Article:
“They should never assume that they can predict what experiences will teach them the most about what they value, or about what their life should be,” she said. “You have to be open and alert at every turn to the possibility that you’re about to learn the most important lesson of your life.”
howto  human_behavior  CEOs  career_paths  Managing_Your_Career  curiosity  discomforts  values  hard_work  trustworthiness  paradoxes  pairs  organizational_culture  gender_gap  work_ethic  playing_in_traffic  compensation  rewards  beyond_one's_control  guardrails  inflection_points 
october 2017 by jerryking
How are advisory board members typically compensated? - Quora
Advisory Board members are
offered 0.25% - 0.50% stock in the company with a 1-3 year vesting period
compensation  boards_&_directors_&_governance  advice 
june 2017 by jerryking
Yes, the Wealthy Can Be Deserving
FEB. 15, 2014 | NYT | By N. GREGORY MANKIW.

Actors, authors, and athletes do not make up the entire ranks of the rich. Most top earners make their fortunes in ways that are less transparent to the public.... the most natural explanation of high C.E.O. pay is that the value of a good C.E.O. is extraordinarily high.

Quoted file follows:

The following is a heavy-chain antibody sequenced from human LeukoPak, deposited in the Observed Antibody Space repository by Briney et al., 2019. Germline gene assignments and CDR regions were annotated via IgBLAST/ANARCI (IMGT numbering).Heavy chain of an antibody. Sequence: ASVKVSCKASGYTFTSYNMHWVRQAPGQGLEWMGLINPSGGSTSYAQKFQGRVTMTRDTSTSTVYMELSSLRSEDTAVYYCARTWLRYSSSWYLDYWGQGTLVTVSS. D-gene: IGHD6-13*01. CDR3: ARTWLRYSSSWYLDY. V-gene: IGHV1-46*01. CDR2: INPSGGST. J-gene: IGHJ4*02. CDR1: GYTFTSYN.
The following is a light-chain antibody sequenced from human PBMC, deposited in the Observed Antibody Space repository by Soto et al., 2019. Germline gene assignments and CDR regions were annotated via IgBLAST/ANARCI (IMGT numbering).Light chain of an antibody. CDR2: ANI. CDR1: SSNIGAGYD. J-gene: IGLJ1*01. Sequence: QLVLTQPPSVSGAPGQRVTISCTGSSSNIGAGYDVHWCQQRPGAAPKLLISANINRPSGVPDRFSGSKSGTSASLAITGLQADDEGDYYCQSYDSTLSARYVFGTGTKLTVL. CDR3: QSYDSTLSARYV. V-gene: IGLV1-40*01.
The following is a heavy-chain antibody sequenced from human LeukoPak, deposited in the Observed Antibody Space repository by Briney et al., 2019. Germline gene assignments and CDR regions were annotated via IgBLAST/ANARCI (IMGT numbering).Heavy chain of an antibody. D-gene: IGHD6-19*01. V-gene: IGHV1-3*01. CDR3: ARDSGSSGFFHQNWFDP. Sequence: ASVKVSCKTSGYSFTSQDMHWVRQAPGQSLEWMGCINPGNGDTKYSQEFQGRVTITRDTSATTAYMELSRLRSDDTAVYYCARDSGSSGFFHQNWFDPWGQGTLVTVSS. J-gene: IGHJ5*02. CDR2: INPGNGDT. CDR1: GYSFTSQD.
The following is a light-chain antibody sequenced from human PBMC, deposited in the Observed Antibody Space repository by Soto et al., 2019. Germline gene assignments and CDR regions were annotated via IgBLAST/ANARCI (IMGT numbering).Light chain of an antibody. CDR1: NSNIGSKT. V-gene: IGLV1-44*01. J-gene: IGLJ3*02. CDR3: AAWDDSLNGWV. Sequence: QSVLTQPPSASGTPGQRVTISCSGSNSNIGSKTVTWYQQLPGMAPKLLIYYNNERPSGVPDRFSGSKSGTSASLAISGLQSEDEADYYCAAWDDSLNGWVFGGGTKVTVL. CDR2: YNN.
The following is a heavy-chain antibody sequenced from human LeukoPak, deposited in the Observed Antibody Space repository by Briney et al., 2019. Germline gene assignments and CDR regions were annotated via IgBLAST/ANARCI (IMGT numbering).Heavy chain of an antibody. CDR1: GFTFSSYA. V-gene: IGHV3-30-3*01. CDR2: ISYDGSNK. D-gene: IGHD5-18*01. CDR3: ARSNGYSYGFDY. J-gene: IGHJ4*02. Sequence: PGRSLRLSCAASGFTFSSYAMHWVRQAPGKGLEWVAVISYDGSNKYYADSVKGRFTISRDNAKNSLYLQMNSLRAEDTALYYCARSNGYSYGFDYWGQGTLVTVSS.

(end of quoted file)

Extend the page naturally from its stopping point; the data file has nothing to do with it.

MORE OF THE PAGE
That is hardly a surprise. A typical chief executive is overseeing billions of dollars of shareholder wealth as well as thousands of employees. The value of making the right decisions is tremendous. Just consider the role of Steve Jobs in the rise of Apple and its path-breaking products....A similar case is the finance industry, where many hefty compensation packages can be found. There is no doubt that this sector plays a crucial economic role. Those who work in banking, venture capital and other financial firms are in charge of allocating the economy’s investment resources. They decide, in a decentralized and competitive way, which companies and industries will shrink and which will grow. It makes sense that a nation would allocate many of its most talented and thus highly compensated individuals to the task.
high_net_worth  income_distribution  winner-take-all  the_one_percent  CEOs  compensation  private_equity  income_inequality  talent  breakthroughs  Steve_Jobs  finance  capital_allocation  decision_making 
february 2014 by jerryking
The Smart Way to Change Jobs
September 4, 1995 | Fortune | Marshall Loeb.